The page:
Off Base
Top Ten Reasons Dodgers are This Good

June 9, 2009, 6:02 p.m. Forget the "are the Dodgers this good" question. They are this good.

And you know me, I'm great at accentuating the obvious, breaking it down into long, meandering sections of text, when short and sweet will just as easily do. So rather than bore you by going all the way back to the womb, what do say I bore you by trying (and failing) to be brief.

Here are the top ten reasons the Dodgers are this good.

The Starting Nine: That's the traditional eight, but with two left fielders. Yeah, there's a bit of a power shortage, but so what. The object of the game is to score more runs than the opponent. The long ball is a lovely thing, but 39-20 is 39-20.

The "kids" label is way overused. The Dodgers are led by young adult men, all of whom have had the right to vote for years. They've grown into a unit of young veterans, playing solid all around baseball, plenty good enough for first place.

Andre Either, Matt Kemp, James Loney and Russell Martin, the so-called core of kid regulars, are improving, each in his own way and at an appropriate pace. And more importantly, the emphasis belongs on the word "regulars" now, not kids.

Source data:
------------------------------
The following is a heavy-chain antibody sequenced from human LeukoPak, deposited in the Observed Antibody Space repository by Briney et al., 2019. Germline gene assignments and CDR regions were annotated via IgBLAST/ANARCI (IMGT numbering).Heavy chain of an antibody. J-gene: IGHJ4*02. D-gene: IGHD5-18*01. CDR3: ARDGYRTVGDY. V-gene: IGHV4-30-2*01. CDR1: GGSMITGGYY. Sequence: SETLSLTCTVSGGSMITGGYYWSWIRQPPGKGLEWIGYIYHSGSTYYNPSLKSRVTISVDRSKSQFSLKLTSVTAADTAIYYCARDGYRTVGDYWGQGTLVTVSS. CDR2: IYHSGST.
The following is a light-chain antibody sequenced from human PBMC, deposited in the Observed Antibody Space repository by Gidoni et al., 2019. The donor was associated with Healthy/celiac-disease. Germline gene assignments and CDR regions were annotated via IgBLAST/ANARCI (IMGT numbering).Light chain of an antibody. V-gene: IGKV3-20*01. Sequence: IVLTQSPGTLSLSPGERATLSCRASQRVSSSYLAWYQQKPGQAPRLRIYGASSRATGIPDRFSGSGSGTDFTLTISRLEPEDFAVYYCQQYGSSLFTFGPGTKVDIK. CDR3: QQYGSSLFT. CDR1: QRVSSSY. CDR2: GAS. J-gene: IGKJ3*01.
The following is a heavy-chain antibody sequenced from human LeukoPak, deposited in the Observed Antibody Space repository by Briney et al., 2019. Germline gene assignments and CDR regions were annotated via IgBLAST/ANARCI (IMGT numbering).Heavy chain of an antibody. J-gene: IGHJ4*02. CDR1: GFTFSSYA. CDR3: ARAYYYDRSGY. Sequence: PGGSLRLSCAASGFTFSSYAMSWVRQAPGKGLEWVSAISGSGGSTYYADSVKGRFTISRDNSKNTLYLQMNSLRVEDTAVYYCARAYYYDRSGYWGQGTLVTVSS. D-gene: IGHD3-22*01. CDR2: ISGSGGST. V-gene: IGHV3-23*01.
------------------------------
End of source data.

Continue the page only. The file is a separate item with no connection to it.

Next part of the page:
Yes, Martin has struggled offensively, and I'm not sure what that's about, but he's a much better catcher than he was last year, especially at gunning down baserunners. The team can win with a catcher actually hitting like a catcher, instead of what we’re used to in Los Angeles. Martin will probably revert to form over the summer, and anything the club gets from him is a bonus.

Rafael Furcal's play is a legitimate concern, but underestimating him would be a mistake. While Furcal has accomplished less than expected so far in 2009, Casey Blake and Orlando Hudson have done more than enough to make up for it, and are playing at the highest level of their respective careers. And career years by multiple players equals pennants.

Starting Pitching: There's career years-to-date and career years, period, and Chad Billingsley looks to be in the category of the former rather than the latter. A true ace, Billingsley is on pace to win between 15 and 20 games, while finishing in the top tier of National League pitchers in most major categories. The sky's the limit with this guy, and his importance to the club cannot be understated. He's that good. It might take him another year or two to go eight and nine innings on 100 pitches, but don't be surprised if it's sooner rather than later.

His three wins notwithstanding, Randy Wolf has been just a step behind Billingsley, and while 2009 may not turn out to be the career year, it's likely to be the best of his post-surgery seasons.